They’d built a supermarine for Directive 38. A maneuverable pod filled with water and provided with just enough of the button controls Dr. Kuwahara would be familiar with from her time at the university. The communication mechanism looked like an old radio, which didn’t matter to the doctor, as she didn’t plan to talk to use it. No need to talk to anyone back at the station once she was out and about. There were three channels if she needed them, however: one that received sounds from within a few hundred thousand miles, another that allowed for communication with the station, and a third that played familiar audio from Earth. Some dolphin-speak to provide a presumed measure of comfort. A little bit from above ground, just for kicks. And a mix of French chansons, big band instrumentals, post-punk thrash, and news of the world.

A couple of astronauts joined the biologist, and after a series of checks were made Dr. Kuwahara’s tank was wheeled toward the already-filled supermarine. There was a waterlock filled with just enough liquid to allow for what the humans determined was an easy transfer from one watery home to another. They were half right. Dr. Kuwahara took a blow to the nose during the transfer, but everyone applauded and felt even better when she made that laughing noise again.

She clearly was of the proper demeanor for this mission.

 

Space isn’t empty. Not at all. In fact, it’s packed. It gets lonely because there’s too much matter out there. More than enough atoms to choke an endless supply of dolphins. But Dr. Kuwahara loved it. She turned a few times in the supermarine, staring through the two windows provided. One at the bottom of the tank, and one at what must be the front of the thing. Showing where she was heading, in any event.

She hit the radio and it played La Mer.

The good doctor went over the mission in her head. Humans: 1; Others: 0.5. Just to shw it wasn’t a completely uneven playing field. She played in her head everything she would communicate to whatever she found. Of salt and blood, buckets of fish. How to be right and proper in their eyes. When to speak and when to just watch. Mention their favorite jokes.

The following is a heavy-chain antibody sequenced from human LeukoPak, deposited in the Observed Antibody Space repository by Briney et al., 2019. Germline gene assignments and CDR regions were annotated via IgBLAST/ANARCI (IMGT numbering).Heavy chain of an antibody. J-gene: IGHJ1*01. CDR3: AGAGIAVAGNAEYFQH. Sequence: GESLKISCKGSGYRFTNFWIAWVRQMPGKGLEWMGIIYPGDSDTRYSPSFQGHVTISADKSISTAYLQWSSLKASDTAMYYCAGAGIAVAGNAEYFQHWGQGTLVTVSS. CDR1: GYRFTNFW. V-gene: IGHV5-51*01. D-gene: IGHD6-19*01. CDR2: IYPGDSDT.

Say how to stay alive.

Or maybe reveal the one spot where she knew the humans were vulnerable. For kicks.

The song switched to La Vie En Rose, and this time she did laugh.

© 2018 Craig Foster


Craig Foster is an editor based in Portland, Oregon who every now and then tries to write stories. These usually revolve around oddballs and misfits, the most normal people he knows. Tahoma Literary Review, Buckman Journal, 1001, and Arq Press have published a few of these tales, which should prompt an investigation into their decision-making process. Lastly, the author would never misrepresent his physical appearance with a photo from twenty years ago. There are ethical standards to be maintained.

Mini Sledgehammer October 2017

This month’s winner says, “Thanks for keeping literature alive! I enjoyed the event. It was refreshing and novel—it gives writers a sense of community and a reason to be social.” Aw, thanks, Brad!

***

Prompts:

Character: Pilgrim
Action: Crashing
Setting: Secret Room
Phrase: “Don’t wait up.”

***

The Bus Chronicles

by Brad Baymon

Here I stand!

Upon a fast moving train
as it passes by residential buildings with
glimmers of light.

I notice 4 bystanders who look like tourists,
2 men, 2 women.
The women are conversating,
the men impassive as they stare out the window into a cool dark night.
I notice the train’s lights flicker!

The women’s dialect changes,
my body temperature rises,
I feel a strange sensation all over my body.

As I raise my head I catch the farewell of a dying sunset.

Boom! All thing converging into one.

Boom! Time becomes lost within the frames of a second.

Boom! I am everything.

Present in the secret room
I’ve just entered in the reality never found.

The pilgrim in a place conveniently hidden from eyes that envy the most.

I see a young boy lavish his girl friend with kisses,
my heart a viewer in the midst of love unfolding,
tears pool,  in the corner of my eyes.

If this is true love, life in all it’s conformities is a crime against humanity.

As the train rumbles
across paved track,  I hear the crashing of steel and iron.
Speak shall I.
Is the train going fast, I ask the tourist?
“Yes it does feel fast! ”
“But I guess if you have some place to be it doesn’t.”

Exactly, I say: That’s the theory of relativity.

As the boy’s lips pulls away from his heart’s attraction,
“I love you”, ” I love you”,  was his word,
conveyed to me by the quicksilver of the moment.

As a baby in the stroller yells: Wow!
Ooooo!

The train slows down and the conductor comes on over the loud speaker.  “Sorry we have to switch operators!”

So if you’re in a hurry and have to get home, call your loved ones and tell them don’t wait up.

© 2017 Brad Baymon

***